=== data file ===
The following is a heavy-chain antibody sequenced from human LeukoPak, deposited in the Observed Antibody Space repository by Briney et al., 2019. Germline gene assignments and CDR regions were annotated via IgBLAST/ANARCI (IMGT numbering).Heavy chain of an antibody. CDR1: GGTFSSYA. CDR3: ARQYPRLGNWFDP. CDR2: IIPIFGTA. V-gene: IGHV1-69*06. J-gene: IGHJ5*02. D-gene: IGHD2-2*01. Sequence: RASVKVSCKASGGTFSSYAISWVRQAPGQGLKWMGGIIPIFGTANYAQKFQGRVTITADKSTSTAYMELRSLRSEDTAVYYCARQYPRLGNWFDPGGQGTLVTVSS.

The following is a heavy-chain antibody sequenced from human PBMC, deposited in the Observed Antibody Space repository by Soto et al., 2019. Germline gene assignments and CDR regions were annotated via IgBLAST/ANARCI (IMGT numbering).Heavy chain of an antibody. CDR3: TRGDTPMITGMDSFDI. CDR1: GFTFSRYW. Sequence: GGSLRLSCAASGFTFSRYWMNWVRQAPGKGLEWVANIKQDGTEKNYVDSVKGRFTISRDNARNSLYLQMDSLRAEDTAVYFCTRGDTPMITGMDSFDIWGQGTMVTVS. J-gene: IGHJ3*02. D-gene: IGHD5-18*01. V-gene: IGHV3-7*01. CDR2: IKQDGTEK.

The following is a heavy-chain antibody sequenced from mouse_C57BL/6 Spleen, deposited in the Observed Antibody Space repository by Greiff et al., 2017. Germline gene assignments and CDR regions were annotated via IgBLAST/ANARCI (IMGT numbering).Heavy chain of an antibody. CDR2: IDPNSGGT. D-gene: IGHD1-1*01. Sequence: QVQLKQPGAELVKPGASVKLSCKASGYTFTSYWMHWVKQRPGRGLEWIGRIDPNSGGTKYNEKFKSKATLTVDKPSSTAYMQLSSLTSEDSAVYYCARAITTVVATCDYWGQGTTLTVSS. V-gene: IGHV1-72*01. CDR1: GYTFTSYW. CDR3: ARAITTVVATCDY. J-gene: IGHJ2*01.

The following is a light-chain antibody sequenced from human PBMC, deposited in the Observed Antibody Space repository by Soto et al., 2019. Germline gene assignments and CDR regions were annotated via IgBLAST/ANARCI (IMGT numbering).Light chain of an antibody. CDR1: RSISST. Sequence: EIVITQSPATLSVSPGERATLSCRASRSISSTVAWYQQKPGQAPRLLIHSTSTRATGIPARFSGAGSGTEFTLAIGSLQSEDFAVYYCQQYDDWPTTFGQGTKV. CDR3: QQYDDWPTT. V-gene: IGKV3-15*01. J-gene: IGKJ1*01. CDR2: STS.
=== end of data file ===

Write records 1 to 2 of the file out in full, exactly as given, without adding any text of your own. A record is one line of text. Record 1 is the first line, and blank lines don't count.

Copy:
The following is a heavy-chain antibody sequenced from human LeukoPak, deposited in the Observed Antibody Space repository by Briney et al., 2019. Germline gene assignments and CDR regions were annotated via IgBLAST/ANARCI (IMGT numbering).Heavy chain of an antibody. CDR1: GGTFSSYA. CDR3: ARQYPRLGNWFDP. CDR2: IIPIFGTA. V-gene: IGHV1-69*06. J-gene: IGHJ5*02. D-gene: IGHD2-2*01. Sequence: RASVKVSCKASGGTFSSYAISWVRQAPGQGLKWMGGIIPIFGTANYAQKFQGRVTITADKSTSTAYMELRSLRSEDTAVYYCARQYPRLGNWFDPGGQGTLVTVSS.

The following is a heavy-chain antibody sequenced from human PBMC, deposited in the Observed Antibody Space repository by Soto et al., 2019. Germline gene assignments and CDR regions were annotated via IgBLAST/ANARCI (IMGT numbering).Heavy chain of an antibody. CDR3: TRGDTPMITGMDSFDI. CDR1: GFTFSRYW. Sequence: GGSLRLSCAASGFTFSRYWMNWVRQAPGKGLEWVANIKQDGTEKNYVDSVKGRFTISRDNARNSLYLQMDSLRAEDTAVYFCTRGDTPMITGMDSFDIWGQGTMVTVS. J-gene: IGHJ3*02. D-gene: IGHD5-18*01. V-gene: IGHV3-7*01. CDR2: IKQDGTEK.